Second Arizona DUI Brings 30-Day Vehicle Impoundment

by Aaron Black • January 09, 2020

Car being impoundedLosing the privilege to drive in Arizona has a detrimental impact on daily life, for example. Drivers who are convicted of a second driving under the influence of alcohol or drug charge within seven years of the first DUI will have their vehicles impounded for 30 days under Arizona Revised Statute §28-3511.

That requires life-changing alternative arrangements for getting to work, school, the grocery store, doctor appointments, and others.

In a larger context, vehicle impoundment serves as a deterrent for repeat DUI offenders, many of whom are not deterred by the driving laws. Impounding vehicles decreases repeat DUI offenders by “an estimated 38 percent and DUI crashes by about 4 percent,” stated an Arizona Department of Public Safety report.

Besides impoundment, a second DUI is punishable by the following.
  • 30 to 180 days in jail
  • $500 base fine
  • Installation of an ignition interlock device
  • Suspension of the driver’s license for one year

Why was my car impounded in Phoenix, AZ?

A vehicle in Arizona can be legally impounded or immobilized by any of these situations: The driver…
  • was driving on a suspended or revoked license for any reason
  • didn’t have a valid license or permit to drive
  • has been arrested for aggravated or extreme DUI
  • is younger than 21 and any amount of alcohol was detected
  • had an ignition interlock device that wasn’t certified
  • was knowingly or recklessly transporting an illegal immigrant
  • concealed, harbored, or shielded an illegal immigrant from detection to illegally enter and remain in the United States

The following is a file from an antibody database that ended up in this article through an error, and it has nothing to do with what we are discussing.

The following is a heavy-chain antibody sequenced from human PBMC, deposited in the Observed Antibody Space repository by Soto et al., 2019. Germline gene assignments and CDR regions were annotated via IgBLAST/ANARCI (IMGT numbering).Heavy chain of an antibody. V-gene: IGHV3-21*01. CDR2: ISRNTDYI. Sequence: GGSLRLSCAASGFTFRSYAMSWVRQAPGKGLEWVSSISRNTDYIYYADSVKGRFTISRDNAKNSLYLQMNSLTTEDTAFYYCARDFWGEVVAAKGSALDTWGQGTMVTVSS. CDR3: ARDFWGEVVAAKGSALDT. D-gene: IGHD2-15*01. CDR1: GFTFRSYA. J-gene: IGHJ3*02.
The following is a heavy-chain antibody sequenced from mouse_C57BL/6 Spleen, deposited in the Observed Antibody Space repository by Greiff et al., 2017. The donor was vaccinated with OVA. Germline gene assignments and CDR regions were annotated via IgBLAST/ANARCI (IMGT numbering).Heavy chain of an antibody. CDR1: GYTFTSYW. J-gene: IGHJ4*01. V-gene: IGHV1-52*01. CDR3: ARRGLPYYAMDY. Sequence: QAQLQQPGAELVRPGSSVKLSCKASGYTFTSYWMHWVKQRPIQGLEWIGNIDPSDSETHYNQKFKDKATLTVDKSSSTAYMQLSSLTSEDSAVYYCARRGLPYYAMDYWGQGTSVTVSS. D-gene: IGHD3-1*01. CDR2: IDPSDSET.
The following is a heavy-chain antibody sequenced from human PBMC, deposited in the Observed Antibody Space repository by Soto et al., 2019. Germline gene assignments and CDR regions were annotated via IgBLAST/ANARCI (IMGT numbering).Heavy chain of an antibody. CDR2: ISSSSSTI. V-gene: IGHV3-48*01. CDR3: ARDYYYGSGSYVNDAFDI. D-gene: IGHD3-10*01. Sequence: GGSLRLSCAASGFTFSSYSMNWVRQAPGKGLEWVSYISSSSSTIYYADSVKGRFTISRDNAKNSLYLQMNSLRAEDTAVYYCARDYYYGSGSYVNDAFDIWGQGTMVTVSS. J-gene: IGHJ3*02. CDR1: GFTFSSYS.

Exceptions to Impounding your Car

The vehicle doesn’t have to be impounded when its registration and insurance are current if the driver has a base blood-alcohol content (BAC) of at least 0.08 percent but less than the extreme 0.15 BAC without any other factors.

If the arrested person’s spouse is a passenger in the vehicle, the officer may release the vehicle to the spouse if the officer believes the spouse has a valid Arizona driver’s license and is not impaired by alcohol, drugs or vaper, and if younger than 21 doesn’t’ have any alcohol in the body, and promises to drive the vehicle home and does so.

Early Release of an Impounded Vehicle

Another provision of the impoundment laws, under Arizona Revise Statute §28-3514(B), is that the vehicle’s owner, or the spouse or another person with ownership interest may request a hearing for early release of the vehicle.

The hearing is to determine if the impoundment or immobilization was invalid and to consider any related mitigating circumstances. A hearing is available to everyone but it isn’t granted to everyone.